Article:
When I saw Canadian soprano Sondra Radvanovsky sing the taxing role of Elizabeth at New York's Metropolitan Opera, she was hailed with huge and deserved applause. I ruminated. As her understudy, how would Australian-born Helena Dix have navigated the role, one resplendent with the thrilling ornamented singing that characterises the bel canto repertoire?

Helena Dix as Elizabeth and Henry Choo as Robert
Melbourne now has the evidence of Dix's grandeur. In a performance that is interpreted with not only vocal prowess but done so all the way down to the fingertips, local audiences are further acquainted with Dix's formidable stage presence and dramatic capability after impressing as Elsa in Lohengrin. Dix imbues Elizabeth with wealthy helpings of character without limiting her to the dismissive hand of imperiousness. A cheeky flirtatious tickle of a squire's beard as she makes her entrance in the Great Hall at Westminster, a girlish self-consciousness with the arrival of Robert and her often temperamental swings establish a firm portrait inbuilt with ageless emotional identity and ageing physical form.

Of her vocal exhibition, Dix locked together a dazzling spectrum of expression from sweet musings to defiance and ultimate despair with seemingly effortless and arabesque melodic turns. Sung in English, there was nowhere to look but at a queen reigning over the stage. And it's not often you hear coloratura that contains bursts of character and meaning that drive the drama rather than simply providing exciting vocal fireworks - and an audience that engagingly responds to it on the way.

Henry Choo as Robert & Danielle Calder as Sara
Alongside Dix, more familiar faces at Melbourne Opera honoured her presence in some of their best performances yet, delivering both compelling acting and singing. Fighting off charges of treason as Robert in the titular role, increasingly charismatic tenor Henry Choo reinforces the complex dynamics in his character's liaisons and presents a passionate, sturdy and full-bodied vocal vehicle that is polished with conviction. Choo's diction is superb, adding great appeal to his performance and his various duets are well-calibrated but it's in his final scene, as Robert awaits execution, where raw emotion escapes in one of the night's poignant highlights.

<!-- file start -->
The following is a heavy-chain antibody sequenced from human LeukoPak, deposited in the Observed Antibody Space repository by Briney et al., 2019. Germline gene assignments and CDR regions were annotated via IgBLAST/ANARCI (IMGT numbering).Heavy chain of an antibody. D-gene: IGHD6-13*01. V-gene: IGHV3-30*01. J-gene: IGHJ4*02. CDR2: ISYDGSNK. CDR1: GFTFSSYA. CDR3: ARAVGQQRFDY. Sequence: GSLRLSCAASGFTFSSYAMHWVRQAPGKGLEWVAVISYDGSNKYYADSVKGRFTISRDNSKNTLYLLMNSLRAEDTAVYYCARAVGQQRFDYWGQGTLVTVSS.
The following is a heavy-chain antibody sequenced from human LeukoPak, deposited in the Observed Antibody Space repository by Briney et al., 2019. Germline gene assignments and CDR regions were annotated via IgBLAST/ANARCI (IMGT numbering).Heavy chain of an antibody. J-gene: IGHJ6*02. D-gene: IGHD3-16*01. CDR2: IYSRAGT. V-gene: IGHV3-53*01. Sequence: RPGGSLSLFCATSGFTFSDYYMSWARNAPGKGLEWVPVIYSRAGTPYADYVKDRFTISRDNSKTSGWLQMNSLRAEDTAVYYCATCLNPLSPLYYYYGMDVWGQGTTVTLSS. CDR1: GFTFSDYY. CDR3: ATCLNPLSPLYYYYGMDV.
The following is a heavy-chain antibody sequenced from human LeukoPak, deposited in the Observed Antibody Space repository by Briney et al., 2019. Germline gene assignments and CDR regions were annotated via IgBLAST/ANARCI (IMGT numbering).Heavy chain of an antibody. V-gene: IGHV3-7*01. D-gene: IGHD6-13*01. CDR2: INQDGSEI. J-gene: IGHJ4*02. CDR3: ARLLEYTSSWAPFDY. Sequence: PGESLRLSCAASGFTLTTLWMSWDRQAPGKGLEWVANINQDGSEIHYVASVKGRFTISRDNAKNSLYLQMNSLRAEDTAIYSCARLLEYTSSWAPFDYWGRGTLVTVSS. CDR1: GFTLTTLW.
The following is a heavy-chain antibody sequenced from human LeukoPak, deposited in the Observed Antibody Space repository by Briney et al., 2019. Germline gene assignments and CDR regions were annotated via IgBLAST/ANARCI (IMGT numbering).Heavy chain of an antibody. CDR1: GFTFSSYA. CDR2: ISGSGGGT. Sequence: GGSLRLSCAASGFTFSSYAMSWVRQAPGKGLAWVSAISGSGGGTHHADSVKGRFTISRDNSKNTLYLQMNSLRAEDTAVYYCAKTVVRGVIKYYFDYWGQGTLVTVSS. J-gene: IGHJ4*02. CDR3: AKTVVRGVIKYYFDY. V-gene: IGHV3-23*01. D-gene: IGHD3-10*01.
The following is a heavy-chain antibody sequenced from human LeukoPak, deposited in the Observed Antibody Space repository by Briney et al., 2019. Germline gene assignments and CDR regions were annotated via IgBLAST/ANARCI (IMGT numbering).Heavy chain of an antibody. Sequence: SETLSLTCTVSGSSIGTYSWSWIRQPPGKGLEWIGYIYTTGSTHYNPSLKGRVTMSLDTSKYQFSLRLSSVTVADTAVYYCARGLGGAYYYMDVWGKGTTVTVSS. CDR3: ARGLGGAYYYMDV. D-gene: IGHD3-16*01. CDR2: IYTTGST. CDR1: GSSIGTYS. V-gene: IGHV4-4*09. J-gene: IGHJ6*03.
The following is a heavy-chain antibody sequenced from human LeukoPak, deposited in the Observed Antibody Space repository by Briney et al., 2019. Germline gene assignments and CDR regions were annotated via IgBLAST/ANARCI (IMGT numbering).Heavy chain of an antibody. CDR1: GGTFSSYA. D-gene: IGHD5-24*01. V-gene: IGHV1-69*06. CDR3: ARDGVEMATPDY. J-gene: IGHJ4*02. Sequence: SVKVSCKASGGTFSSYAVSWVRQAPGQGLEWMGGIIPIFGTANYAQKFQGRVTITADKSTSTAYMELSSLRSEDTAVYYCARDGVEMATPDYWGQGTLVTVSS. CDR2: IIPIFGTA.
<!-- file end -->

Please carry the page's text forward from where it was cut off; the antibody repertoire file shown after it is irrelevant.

With her privileged position, noble femininity and pure top notes, creamy mezzo-soprano Danielle Calder is exquisite as Sara, Robert's lover and the queen's rival. Warm baritone Phillip Calcagno journeys through his initial backing for his friend Robert and subsequent betrayal by his wife Sara with focused and natural step as the Duke of Nottingham. In minor roles, Jason Wasley and Eddie Muliaumaseali’i add a tier of sound support as Lord Cecil and Sir Walter Raleigh respectively. Gorgeously harmonised with a spring in delivery, a well-prepared Melbourne Opera Chorus light the evening splendidly despite their sometimes incomprehensible content.

It takes a while acclimatising to the Athenaeum's dry acoustic but, apart from an occasional blemish, the Melbourne Opera Orchestra made a fine soundscape, conducted with vigour by Greg Hocking. Once the perplexing overture is over, Donizetti's wonderful dramatic momentum and transitions take flight. Of note, Act 3's opening string playing produced a breathtaking introduction to Robert's isolation and the timpani and piccolo always amazed with their well-executed presence.

Melbourne Opera's year is almost over and the signposts point towards potentially even greater rewards for its artists and audience in 2018. It's time our government recognises that too.


Roberto Devereux
Melbourne Opera
Athenaeum Theatre
Until 18th October, 2017


Production photos: Robin Halls

Wednesday, November 8, 2017

Australian Brandenberg Orchestra's musically engaging and curious three-course early opera selection


Kudos to Australian Brandenburg Orchestra for their 2017 season programming which included a stage-directed production of Handel's Messiah in February and for having just concluded a run of seven performances in Sydney and Melbourne of three contrasting early operatic works that came under the title Bittersweet Obsessions: Monteverdi and Bach. Created in a pastiche-like manner by Artistic Director Paul Dyer, Bittersweet Obsessions courses through a lament, a tragedy and a comedy via Monteverdi's Lamento della Ninfa and Il combattimento di Tancredi e Clorinda, followed by J.S. Bach's Coffee Cantata.

Jakob Bloch Jespersen as Tancredi and Natasha Wilson as Cloirinda
The final performance which I attended was propelled by a team of strong international singers who appeared in various roles - soprano Natasha Wilson from New Zealand, tenors American Karim Sulayman and Australian Spencer Darby, and Danish bass Jakob Bloch Jespersen. Each 'scene' was preceded by period pieces that presumably aimed to seam the three works together, all demonstrating the high quality musicianship and warm musical fabric the orchestra achieves. Dyer conducted from harpsichord and organ with notable regard for his soloists before him.